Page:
“I Got the Boy” Jana Kramer Written by Connie Harrington, Tim Nichols, and Jamie Lynn Spears The sentiment is quite poignant. “I got the boy. She got the man.” A high school sweetheart reminisces as she sees her boyfriend from back then has gotten married. The writers establish some wonderful specifics in the verses that help to bring the characters to life. But the chorus is bland both lyrically and melodically, so the payoff from the buildup isn’t there.
“Better Than You Left Me” Mickey Guyton Written by Mickey Guyton, Jennifer Hanson, and Jenn Schott This is pretty much how a country ballad is supposed to sound, as far as I’m concerned. Nothing says heartache like a steel guitar, and if you’re going to sing with vulnerability, it’ll do a lot of the heavy lifting for you. All you need to do is show up with a decent lyric, not let the production get in the way, sing the song well, and you’re done.
“Going Out Like That” Reba McEntire Written by Rhett Akins, Ben Haslip, and Jason Sellers Reba McEntire is one of the genre’s all-time greatest storytellers. Her best material captures both the strength and vulnerability of the everyday woman, and “Going Out Like That” fits in well with her legacy of songs that are empowering without sacrificing believability. McEntire is also one of the genre’s all-time greatest stylists, and that’s where her new single falls short. The song is delivered in mostly a monotone, with few of her signature curlicues. She just never gets out of the starting gate for some reason. The song doesn’t require it to be effective, but a little more variety would’ve been nice.
Since its inception, the top honor an artist could be given at the Country Music Association awards is this one: Entertainer of the Year. Originally a revolving door of winners, the winner in early years was often not even nominated the following year. In 1981, Barbara Mandrell became the first artist to win the award twice. Alabama succeeded her with a three year run from 1982-1984. Fourteen years later, Garth Brooks became the first artist two win four times, a feat later matched by Kenny Chesney in 2008.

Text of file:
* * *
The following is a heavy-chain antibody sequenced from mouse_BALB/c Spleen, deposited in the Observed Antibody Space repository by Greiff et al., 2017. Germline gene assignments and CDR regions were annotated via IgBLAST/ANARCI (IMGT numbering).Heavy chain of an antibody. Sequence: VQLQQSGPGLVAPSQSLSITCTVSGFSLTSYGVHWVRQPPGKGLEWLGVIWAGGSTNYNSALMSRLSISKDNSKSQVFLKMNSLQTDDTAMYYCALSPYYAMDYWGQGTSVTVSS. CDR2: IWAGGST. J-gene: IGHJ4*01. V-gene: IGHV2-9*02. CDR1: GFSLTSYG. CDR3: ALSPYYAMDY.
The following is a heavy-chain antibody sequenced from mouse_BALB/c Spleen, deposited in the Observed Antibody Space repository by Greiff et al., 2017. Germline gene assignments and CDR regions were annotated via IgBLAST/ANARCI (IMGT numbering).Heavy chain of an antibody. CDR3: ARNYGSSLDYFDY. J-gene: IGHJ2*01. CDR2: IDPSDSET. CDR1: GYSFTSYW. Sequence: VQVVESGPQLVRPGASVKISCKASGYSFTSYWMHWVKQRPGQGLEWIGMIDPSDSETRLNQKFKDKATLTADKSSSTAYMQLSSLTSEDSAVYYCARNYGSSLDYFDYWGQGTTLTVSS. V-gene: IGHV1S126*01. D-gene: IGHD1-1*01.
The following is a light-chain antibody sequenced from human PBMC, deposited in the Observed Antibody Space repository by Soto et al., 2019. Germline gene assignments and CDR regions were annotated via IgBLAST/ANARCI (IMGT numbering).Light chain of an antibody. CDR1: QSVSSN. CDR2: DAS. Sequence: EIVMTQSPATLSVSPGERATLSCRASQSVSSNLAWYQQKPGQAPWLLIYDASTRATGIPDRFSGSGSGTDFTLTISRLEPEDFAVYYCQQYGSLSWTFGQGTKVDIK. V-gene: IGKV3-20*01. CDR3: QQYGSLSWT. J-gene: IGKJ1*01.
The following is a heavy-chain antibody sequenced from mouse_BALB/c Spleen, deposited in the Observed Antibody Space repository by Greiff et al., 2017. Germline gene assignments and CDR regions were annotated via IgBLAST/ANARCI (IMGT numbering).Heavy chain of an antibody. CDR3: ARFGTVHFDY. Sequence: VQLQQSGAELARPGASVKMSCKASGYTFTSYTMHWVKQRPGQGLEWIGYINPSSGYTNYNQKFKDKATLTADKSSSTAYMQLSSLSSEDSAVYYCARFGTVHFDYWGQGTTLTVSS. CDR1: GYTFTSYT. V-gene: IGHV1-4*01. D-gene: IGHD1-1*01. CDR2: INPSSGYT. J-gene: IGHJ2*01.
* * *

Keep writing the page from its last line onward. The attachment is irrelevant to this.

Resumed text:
Here’s a look back at the award from the very beginning, along with some facts and feats about the category and its nominees.
- Bill Anderson
- Eddy Arnold
- Merle Haggard
- Sonny James
- Buck Owens
One year after being inducted into the Country Music Hall of Fame, Eddy Arnold was named the very first Entertainer of the Year at the inaugural CMA awards in 1967. Don’t assume it was a sympathy vote. Arnold had three #1 hits in the twelve months leading up to the ceremony, as he was in the middle of his impressive mid-sixties comeback, a period best defined by the 1965 classic, “Make the World Go Away.” He remains the only member of the Hall of Fame to win this award after being inducted.
Our Brandy Clark coverage continues with a round table review of her hotly anticipated debut album, which is out this today.
She teased us earlier this year with “Stripes,” which I proudly awarded a solid A in my review of the song, calling it “a clever and original, not to mention humorous, twist on a tried-and-true country music theme.” It was more than enough to whet our appetites for the album to follow, which ended up going so far as to supersede expectations.
As a general rule, you can scan the credits of any new country album and assume that if Brandy Clark is a writer on one of the songs, it’s the best song on the album. As Clark readies the release of 12 Stories, her debut album as an artist, it’s a great time for fans of that remarkable set to get caught up on Clark’s work to date.
Believe the hype. Clark really is as good as everyone is saying she is. Possibly even better, as these twenty tracks suggest. Scroll down to the bottom, and you can listen to snippets from all of them as you read along.
Pam Tillis & Lorrie Morgan
If you have a soft spot for the great country artists of the nineties – particularly the generation of mature, articulate women who ruled the genre for much of the decade – the announcement of a duets album between Pam Tillis and Lorrie Morgan was likely a tremendous cause for excitement. With both ladies being second-generation country stars, Opry members, touring partners, and great friends, a studio collaboration would seem a natural progression, and the lofty potential is obvious.
Independent country artist Amber Hayes released her first EP C’mon in the summer of 2010, and has since been covering all media ground, building up a solid fan following without the support of a major label. She had already added “theater performer” to her resume back in 2008, when she was cast as Kathy in the Conway Twitty musical. The year 2012 brought about the release of her second EP Any Day Is a Good Day, as well as her screen debut in the film Cowgirls ‘n Angels. Amber Hayes recently spoke with Country Universe to discuss her accomplishments over the past year.